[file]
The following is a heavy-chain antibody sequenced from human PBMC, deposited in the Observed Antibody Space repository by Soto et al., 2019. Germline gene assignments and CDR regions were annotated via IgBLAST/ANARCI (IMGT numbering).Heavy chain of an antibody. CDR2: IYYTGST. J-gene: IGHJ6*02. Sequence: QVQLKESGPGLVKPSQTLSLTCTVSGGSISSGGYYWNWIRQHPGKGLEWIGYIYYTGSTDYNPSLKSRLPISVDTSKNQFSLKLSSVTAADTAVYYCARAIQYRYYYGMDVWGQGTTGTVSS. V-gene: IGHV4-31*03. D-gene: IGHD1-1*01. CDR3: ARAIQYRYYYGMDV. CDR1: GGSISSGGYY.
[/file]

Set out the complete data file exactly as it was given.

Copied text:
The following is a heavy-chain antibody sequenced from human PBMC, deposited in the Observed Antibody Space repository by Soto et al., 2019. Germline gene assignments and CDR regions were annotated via IgBLAST/ANARCI (IMGT numbering).Heavy chain of an antibody. CDR2: IYYTGST. J-gene: IGHJ6*02. Sequence: QVQLKESGPGLVKPSQTLSLTCTVSGGSISSGGYYWNWIRQHPGKGLEWIGYIYYTGSTDYNPSLKSRLPISVDTSKNQFSLKLSSVTAADTAVYYCARAIQYRYYYGMDVWGQGTTGTVSS. V-gene: IGHV4-31*03. D-gene: IGHD1-1*01. CDR3: ARAIQYRYYYGMDV. CDR1: GGSISSGGYY.